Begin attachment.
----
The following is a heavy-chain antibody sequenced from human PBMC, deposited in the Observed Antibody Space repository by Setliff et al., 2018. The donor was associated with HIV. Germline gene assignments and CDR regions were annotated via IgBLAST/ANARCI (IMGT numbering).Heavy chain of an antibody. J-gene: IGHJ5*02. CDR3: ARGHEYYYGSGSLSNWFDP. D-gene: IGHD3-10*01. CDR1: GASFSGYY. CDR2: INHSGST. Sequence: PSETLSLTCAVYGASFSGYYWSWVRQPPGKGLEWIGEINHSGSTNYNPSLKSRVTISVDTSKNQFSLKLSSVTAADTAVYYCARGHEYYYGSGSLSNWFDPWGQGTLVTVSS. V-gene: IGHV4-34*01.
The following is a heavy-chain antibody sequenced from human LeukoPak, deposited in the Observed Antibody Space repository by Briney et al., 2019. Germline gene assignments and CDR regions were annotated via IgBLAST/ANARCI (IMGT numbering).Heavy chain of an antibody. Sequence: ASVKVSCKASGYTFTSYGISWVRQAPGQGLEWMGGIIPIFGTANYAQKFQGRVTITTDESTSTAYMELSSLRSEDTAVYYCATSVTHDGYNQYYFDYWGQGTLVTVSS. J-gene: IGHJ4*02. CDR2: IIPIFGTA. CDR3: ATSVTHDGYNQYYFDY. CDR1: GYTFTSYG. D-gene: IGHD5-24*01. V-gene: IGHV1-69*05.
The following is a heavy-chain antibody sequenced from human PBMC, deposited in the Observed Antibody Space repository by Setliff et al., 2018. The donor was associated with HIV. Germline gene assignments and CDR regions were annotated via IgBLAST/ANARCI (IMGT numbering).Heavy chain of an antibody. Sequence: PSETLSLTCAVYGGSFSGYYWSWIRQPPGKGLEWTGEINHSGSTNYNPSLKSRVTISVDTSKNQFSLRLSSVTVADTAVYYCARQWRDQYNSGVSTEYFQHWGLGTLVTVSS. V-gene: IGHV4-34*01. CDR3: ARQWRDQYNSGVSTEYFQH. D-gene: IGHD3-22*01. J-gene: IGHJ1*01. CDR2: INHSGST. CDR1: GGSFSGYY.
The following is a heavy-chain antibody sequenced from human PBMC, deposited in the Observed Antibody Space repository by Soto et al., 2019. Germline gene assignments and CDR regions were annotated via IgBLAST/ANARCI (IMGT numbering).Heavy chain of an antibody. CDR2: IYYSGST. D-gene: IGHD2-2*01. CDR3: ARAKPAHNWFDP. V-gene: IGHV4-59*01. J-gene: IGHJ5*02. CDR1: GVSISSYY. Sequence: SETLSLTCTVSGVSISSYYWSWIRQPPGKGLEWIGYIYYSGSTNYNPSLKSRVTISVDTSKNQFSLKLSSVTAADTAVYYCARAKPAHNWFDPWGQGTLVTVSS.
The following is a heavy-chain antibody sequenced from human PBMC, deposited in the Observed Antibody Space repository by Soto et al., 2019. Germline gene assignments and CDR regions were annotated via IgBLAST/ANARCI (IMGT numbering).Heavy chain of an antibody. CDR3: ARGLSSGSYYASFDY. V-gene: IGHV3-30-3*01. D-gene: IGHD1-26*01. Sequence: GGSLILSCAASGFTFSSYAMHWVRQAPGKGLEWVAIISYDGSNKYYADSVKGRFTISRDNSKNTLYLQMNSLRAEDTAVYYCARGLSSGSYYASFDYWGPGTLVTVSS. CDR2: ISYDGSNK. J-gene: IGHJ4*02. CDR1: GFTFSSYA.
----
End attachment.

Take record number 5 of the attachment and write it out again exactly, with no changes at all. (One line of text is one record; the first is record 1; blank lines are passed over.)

The following is a heavy-chain antibody sequenced from human PBMC, deposited in the Observed Antibody Space repository by Soto et al., 2019. Germline gene assignments and CDR regions were annotated via IgBLAST/ANARCI (IMGT numbering).Heavy chain of an antibody. CDR3: ARGLSSGSYYASFDY. V-gene: IGHV3-30-3*01. D-gene: IGHD1-26*01. Sequence: GGSLILSCAASGFTFSSYAMHWVRQAPGKGLEWVAIISYDGSNKYYADSVKGRFTISRDNSKNTLYLQMNSLRAEDTAVYYCARGLSSGSYYASFDYWGPGTLVTVSS. CDR2: ISYDGSNK. J-gene: IGHJ4*02. CDR1: GFTFSSYA.